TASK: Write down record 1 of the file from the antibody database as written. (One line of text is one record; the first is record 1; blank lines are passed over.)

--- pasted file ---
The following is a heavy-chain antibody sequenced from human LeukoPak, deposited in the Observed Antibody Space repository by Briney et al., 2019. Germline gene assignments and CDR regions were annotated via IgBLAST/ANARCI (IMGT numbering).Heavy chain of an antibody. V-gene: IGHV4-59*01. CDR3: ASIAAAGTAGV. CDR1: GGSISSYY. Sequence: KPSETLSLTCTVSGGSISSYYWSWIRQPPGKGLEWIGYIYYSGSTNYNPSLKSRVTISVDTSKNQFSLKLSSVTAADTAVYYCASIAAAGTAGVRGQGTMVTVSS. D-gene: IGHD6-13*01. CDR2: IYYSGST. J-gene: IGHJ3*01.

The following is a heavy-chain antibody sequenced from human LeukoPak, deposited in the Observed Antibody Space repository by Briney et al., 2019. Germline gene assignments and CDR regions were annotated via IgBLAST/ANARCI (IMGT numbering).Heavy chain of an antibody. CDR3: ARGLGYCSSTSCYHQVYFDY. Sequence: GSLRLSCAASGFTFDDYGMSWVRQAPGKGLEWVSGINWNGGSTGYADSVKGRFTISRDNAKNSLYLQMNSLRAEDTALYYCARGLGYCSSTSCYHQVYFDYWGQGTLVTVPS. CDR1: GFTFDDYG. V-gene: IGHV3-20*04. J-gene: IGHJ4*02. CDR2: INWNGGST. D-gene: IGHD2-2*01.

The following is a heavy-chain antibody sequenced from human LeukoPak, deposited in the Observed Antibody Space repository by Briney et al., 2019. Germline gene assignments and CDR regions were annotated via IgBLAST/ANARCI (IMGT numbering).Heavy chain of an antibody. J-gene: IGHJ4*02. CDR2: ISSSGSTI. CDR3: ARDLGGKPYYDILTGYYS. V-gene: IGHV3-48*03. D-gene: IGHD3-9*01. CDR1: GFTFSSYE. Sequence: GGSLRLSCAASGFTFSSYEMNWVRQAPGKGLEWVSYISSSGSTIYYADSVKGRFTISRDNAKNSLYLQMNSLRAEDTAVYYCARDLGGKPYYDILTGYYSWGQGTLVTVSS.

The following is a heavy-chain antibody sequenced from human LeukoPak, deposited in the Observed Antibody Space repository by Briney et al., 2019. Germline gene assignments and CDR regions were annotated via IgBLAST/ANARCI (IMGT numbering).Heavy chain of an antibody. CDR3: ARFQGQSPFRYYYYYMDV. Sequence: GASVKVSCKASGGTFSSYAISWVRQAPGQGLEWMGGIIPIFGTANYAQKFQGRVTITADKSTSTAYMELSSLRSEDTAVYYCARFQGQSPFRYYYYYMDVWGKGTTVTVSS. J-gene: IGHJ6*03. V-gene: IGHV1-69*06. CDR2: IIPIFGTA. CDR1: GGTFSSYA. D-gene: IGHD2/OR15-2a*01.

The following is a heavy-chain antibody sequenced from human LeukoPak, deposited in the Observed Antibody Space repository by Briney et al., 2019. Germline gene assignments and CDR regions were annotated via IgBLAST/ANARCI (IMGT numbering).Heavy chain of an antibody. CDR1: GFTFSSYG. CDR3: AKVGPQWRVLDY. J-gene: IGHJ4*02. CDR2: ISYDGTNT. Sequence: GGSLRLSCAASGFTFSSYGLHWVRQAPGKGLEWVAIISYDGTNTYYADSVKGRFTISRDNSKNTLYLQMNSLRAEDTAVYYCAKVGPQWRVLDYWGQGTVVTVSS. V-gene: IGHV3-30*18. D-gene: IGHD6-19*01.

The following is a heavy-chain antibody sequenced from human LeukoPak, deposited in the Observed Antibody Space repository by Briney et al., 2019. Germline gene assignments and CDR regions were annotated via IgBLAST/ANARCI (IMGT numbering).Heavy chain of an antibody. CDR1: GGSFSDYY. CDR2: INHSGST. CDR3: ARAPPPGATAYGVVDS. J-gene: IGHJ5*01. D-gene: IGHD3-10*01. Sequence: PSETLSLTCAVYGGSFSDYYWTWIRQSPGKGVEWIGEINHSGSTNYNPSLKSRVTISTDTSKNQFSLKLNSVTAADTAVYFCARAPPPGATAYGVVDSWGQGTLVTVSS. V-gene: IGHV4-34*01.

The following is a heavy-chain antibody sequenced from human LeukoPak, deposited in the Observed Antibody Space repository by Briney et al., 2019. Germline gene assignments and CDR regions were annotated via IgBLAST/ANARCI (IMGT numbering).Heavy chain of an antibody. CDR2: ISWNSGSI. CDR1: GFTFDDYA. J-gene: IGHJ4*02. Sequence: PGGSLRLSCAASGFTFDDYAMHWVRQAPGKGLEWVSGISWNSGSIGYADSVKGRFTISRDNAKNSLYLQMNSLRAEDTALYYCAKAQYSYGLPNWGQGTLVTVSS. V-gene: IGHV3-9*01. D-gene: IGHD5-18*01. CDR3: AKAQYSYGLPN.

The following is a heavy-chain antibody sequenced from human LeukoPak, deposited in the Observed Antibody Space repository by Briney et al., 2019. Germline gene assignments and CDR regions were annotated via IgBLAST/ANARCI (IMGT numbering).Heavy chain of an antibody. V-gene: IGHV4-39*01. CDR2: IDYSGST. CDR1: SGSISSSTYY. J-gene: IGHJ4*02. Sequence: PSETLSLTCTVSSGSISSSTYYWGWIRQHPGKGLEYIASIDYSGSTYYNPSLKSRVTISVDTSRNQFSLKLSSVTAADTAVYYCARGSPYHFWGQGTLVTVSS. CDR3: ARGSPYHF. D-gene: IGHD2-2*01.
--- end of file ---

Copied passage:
The following is a heavy-chain antibody sequenced from human LeukoPak, deposited in the Observed Antibody Space repository by Briney et al., 2019. Germline gene assignments and CDR regions were annotated via IgBLAST/ANARCI (IMGT numbering).Heavy chain of an antibody. V-gene: IGHV4-59*01. CDR3: ASIAAAGTAGV. CDR1: GGSISSYY. Sequence: KPSETLSLTCTVSGGSISSYYWSWIRQPPGKGLEWIGYIYYSGSTNYNPSLKSRVTISVDTSKNQFSLKLSSVTAADTAVYYCASIAAAGTAGVRGQGTMVTVSS. D-gene: IGHD6-13*01. CDR2: IYYSGST. J-gene: IGHJ3*01.